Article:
For the urban historian (or at least for me), the second main part of the book, `political life and populism' is less interesting and I will go quickly through this topic. The interest of historians in the Red Belt of Paris, as it was called, is very old. Let us note the work of Jean-Paul Brunet Saint-Denis la ville rouge. Socialisme et communisme en banlieue ouvriere 1890-1939, (Paris, Hachette, 1980), or Annie Fourcaut Bobigny, banlieue rouge, (Paris, Les Editions ouvrieres - Presses de la Fondation nationale des Sciences politiques, 1986), and Banlieue rouge 1920-1960. Annees Thorez, annees Gabin: archetype du populaire, banc d'essai des modernites (Autrement, serie Memoires, octobre 1992). We can even say that the interest of French historians in the suburbs came from their study of communism. This is a main difference from the Anglo-American historiography on suburbs.
Jacques Girault draws a link between the social structures and the political realities (read the working-class population and the Red suburbs) but he discovers that no perfect determinism can be found, the suburban reality being complex. That's good news! We just wonder what role the immigrants played in the constitution of this Red Belt. Did they share this social ideal? Or was it built to oppose them (especially in the context of the economic depression of the 1930s)? If the example of Montreuil does not give us the answer, the paper of Beatrice Giblin-Delvallet, offers some interesting ideas. The political tradition of Gennevilliers, a Communist industrial suburb, was to refuse to distinguish the foreigners from the French. But by encouraging the permanence of their original culture and identity and denouncing the French colonialism, the left militants made it more difficult for the young Maghrebins to assimilate the values of the country which had become theirs.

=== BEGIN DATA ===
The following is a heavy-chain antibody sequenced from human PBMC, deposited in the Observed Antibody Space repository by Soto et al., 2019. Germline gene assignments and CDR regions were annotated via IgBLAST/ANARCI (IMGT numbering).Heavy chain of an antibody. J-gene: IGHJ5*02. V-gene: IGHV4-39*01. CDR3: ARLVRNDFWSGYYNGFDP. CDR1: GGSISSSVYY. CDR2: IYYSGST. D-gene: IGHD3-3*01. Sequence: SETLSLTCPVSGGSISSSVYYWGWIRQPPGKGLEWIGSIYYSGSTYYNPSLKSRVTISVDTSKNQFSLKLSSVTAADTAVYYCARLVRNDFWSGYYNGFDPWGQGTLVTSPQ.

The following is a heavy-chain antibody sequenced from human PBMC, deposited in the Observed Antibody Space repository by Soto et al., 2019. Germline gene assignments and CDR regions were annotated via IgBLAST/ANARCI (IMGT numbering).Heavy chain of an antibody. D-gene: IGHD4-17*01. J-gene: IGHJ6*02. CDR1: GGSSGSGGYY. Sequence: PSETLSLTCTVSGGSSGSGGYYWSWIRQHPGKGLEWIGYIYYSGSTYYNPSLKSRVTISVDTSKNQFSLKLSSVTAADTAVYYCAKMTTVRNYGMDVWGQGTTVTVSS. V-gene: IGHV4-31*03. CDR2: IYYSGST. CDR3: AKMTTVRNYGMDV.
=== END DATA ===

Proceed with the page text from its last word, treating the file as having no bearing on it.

The last papers deal with the tendency towards populism (meaning far right vote) in the red suburbs, a tendency directly linked to the size of the foreign population. Through the example of the working-class suburb of Clichy-sous-Bois where very poor immigrants, who often do not speak French, form about one third of the population, Assia Melamed shows perfectly well how the communist mayor, willing to stay on power, had to change his (or at least pretend to change) xenophobic ideas. But far from the simple idea that huge concentrations of immigrants push the French population living nearby to vote for the far right, Henri Rey, through the example of the department of Seine-saint-Denis, shows that the linear correlation between the importance of immigrants and the importance of the far right vote has become significant but is fragile. For instance, the municipalities which form the upper quartile of the Front National vote in 1994 have, in general, less immigrants than the rest of the department. Once more reality flees determinism...
On the whole, the richness of the analyses, the variety of the examples, the diversity of the scientific approaches make of this book an important opening to the complexity of the Parisian suburbs and its population. It is worth looking at.
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Isabelle Rabault-Mazieres. Review of Bunet, Jean-Paul, ed., Immigration, vie Politique et Populisme en Banlieue Parisienne.